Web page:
Frieze Art Fair opens its doors to the public today. After joining the queue of VIPs eager to pass through the coveted doors I was able to enjoy the preview of the 11th edition of THE London contemporary art fair.
Lots of changes were promised this year. A new architecture and layout of the tent, less exhibitors, less invitations to the preview and a limited number of tickets on sale. Why? Frieze had been criticised lately for being overwhelming (read: impracticable) and for having become the epicentre of parties around town rather than a gathering of collectors and art aficionados.
Well the change is a success! I enjoyed the fair tremendously. Firstly, you actually do get to see the works. Less exhibitors mean that after a first look you can go back again and again and again. Less invitation mean that you are not spending more time trying to carve your way through aisles rather than looking at the works. Secondly, the selection is of the utmost quality which you can appreciate since you are seeing it. Finally, the heavy weight are (for the most parts) at Frieze Masters which leaves room to discovery.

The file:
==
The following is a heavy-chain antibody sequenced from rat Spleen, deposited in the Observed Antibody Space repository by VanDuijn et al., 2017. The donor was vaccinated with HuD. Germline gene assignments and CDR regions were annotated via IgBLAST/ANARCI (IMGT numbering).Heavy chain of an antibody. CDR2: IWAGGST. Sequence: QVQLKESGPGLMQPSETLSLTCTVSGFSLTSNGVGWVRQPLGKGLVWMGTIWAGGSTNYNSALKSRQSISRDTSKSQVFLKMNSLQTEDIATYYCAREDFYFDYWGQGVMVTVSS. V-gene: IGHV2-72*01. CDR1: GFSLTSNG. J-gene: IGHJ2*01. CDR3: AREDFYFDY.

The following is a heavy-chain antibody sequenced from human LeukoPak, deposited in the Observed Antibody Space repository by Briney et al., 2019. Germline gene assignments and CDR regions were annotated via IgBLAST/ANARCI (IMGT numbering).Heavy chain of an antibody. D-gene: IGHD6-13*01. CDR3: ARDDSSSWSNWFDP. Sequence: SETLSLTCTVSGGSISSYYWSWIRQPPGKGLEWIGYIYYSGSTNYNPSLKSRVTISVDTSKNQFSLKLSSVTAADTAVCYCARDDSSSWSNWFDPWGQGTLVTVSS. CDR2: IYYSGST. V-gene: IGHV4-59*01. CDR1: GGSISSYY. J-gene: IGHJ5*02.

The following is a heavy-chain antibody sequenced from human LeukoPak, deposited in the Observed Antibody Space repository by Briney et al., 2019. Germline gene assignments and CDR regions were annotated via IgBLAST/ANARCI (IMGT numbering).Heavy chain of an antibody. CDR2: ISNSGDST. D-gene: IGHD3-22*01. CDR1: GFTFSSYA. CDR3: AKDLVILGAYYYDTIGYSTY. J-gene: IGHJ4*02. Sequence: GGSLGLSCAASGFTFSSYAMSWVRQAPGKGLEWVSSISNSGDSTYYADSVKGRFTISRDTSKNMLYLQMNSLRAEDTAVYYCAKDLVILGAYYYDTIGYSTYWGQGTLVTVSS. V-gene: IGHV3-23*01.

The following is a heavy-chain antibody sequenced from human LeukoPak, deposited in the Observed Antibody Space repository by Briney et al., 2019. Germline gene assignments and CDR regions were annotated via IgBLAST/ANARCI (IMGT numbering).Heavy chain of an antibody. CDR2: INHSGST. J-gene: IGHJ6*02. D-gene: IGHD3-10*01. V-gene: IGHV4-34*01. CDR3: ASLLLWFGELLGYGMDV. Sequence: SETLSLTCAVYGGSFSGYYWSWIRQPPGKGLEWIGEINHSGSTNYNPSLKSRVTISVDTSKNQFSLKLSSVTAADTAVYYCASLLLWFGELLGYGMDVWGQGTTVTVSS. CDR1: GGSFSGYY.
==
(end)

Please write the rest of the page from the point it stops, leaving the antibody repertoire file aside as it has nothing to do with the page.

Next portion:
In the Focus section, do not miss, Aneta Grzeszykowska at stand F29 with her powerful photographs from the Negative Book series.
Stand C9: Jeremy Deller “A double basement being built in Hampstead” is indeed a must.
Stand C10: if you missed Mark Manders in Venice here is your chance to see his work in London.
Stand D14: Kader Attia broken mirror is disturbingly alive.
Stand D15: an important selection of works by Turner Prize nominee Lynette Yiadom-Boakye are a chance to appreciate not only the representations but her pristine technique.
Stand B9: it is always good to giggle in front of David Shrigley’s work.
Stand G6: I also enjoyed paintings by Peruvian artist Sandra Gamarra.
And I will go back for more!